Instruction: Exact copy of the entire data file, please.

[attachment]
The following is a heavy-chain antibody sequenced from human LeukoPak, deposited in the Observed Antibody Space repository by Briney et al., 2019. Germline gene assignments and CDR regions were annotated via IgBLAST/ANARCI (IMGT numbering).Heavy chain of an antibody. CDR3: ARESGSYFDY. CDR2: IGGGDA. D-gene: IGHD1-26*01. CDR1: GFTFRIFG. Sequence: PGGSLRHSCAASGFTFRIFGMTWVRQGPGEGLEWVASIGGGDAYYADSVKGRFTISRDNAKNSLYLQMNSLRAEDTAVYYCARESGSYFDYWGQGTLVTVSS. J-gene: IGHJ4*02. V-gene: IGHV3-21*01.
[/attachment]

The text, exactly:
The following is a heavy-chain antibody sequenced from human LeukoPak, deposited in the Observed Antibody Space repository by Briney et al., 2019. Germline gene assignments and CDR regions were annotated via IgBLAST/ANARCI (IMGT numbering).Heavy chain of an antibody. CDR3: ARESGSYFDY. CDR2: IGGGDA. D-gene: IGHD1-26*01. CDR1: GFTFRIFG. Sequence: PGGSLRHSCAASGFTFRIFGMTWVRQGPGEGLEWVASIGGGDAYYADSVKGRFTISRDNAKNSLYLQMNSLRAEDTAVYYCARESGSYFDYWGQGTLVTVSS. J-gene: IGHJ4*02. V-gene: IGHV3-21*01.